Decorative enamelling, one of the oldest and mostly highly appreciated arts in the world, affords yet another use of copper. Specimens of exquisite workmanship, which still retain the brilliant colours of the enamels despite the wear and tear of the centuries, may be seen in museums and collections everywhere - some examples are almost priceless.
Art enamelling is usually applied to plates of a pure metal. Copper is the most favoured material but much beautiful work has also been achieved with gold and silver and to a lesser extent with bronze.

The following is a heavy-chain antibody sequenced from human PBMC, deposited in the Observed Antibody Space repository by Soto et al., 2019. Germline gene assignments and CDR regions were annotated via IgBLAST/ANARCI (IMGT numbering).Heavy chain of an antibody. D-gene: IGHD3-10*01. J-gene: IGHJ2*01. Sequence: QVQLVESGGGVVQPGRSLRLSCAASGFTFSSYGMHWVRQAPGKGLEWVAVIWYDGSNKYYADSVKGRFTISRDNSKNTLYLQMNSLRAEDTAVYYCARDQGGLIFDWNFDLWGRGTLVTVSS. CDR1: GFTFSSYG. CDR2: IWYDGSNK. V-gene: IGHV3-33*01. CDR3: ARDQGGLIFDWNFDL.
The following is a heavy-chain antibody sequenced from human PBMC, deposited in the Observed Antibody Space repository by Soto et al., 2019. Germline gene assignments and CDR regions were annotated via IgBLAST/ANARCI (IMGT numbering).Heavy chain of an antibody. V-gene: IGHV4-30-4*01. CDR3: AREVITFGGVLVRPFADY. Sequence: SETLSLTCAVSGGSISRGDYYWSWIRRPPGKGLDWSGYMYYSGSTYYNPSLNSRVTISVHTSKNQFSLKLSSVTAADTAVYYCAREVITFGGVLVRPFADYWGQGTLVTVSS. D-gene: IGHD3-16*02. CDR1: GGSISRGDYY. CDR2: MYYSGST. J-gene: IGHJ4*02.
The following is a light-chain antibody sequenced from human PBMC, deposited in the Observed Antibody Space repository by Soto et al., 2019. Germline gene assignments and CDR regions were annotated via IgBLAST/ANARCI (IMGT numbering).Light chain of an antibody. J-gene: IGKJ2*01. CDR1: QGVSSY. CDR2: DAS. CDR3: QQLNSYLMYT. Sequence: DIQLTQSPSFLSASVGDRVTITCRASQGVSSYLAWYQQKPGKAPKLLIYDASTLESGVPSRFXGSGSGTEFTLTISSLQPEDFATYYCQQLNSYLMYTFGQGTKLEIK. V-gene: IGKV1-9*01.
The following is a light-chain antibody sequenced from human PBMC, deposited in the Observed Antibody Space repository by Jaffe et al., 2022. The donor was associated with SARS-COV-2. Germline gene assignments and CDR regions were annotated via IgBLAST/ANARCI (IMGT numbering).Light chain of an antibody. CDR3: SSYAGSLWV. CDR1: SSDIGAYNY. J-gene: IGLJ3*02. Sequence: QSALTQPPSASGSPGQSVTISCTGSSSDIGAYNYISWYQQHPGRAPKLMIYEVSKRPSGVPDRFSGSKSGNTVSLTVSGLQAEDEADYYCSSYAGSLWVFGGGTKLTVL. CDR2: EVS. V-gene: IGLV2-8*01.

There are three principal enamelling techniques. First, champlevé, in which parts of the surface of the plate are cut away to leave a solid raised pattern. The hollows are then filled in with colours, and the article is afterwards cleaned, smoothed and baked. Next, there is cloisonné. In this case thin strips of metal are soldered edge-on to the object in order to produce the pattern, the spaces between being then filled in, and the whole baked as above. In the third class are the painted enamels, a branch for which Limoges was famous for hundreds of years, particularly during the 15th and 16th Centuries. This fine art has been revived during our own time, two of its greatest exponents being Alexander Fisher and Sir Hubert Herkomer. Painted enamels are usually copies of pictures, applied to flat or slightly curved surfaces such as a shallow dish; and the base is invariably a copper plate. The article is first coated all over with a continuous layer of plain enamel, on which the design is added by successive layers of colour. A splendid collection of old Limoges ware may be seen in the Victoria and Albert Museum, in London.